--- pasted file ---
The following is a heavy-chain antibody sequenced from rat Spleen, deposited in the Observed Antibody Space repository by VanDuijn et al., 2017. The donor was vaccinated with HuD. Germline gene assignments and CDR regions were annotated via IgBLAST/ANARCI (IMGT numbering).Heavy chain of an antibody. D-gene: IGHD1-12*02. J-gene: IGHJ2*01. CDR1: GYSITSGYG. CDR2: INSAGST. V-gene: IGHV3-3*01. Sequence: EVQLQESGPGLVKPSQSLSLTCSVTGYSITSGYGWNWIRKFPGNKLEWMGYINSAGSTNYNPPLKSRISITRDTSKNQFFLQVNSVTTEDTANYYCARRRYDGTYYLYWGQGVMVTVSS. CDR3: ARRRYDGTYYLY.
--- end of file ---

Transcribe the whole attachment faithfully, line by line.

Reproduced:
The following is a heavy-chain antibody sequenced from rat Spleen, deposited in the Observed Antibody Space repository by VanDuijn et al., 2017. The donor was vaccinated with HuD. Germline gene assignments and CDR regions were annotated via IgBLAST/ANARCI (IMGT numbering).Heavy chain of an antibody. D-gene: IGHD1-12*02. J-gene: IGHJ2*01. CDR1: GYSITSGYG. CDR2: INSAGST. V-gene: IGHV3-3*01. Sequence: EVQLQESGPGLVKPSQSLSLTCSVTGYSITSGYGWNWIRKFPGNKLEWMGYINSAGSTNYNPPLKSRISITRDTSKNQFFLQVNSVTTEDTANYYCARRRYDGTYYLYWGQGVMVTVSS. CDR3: ARRRYDGTYYLY.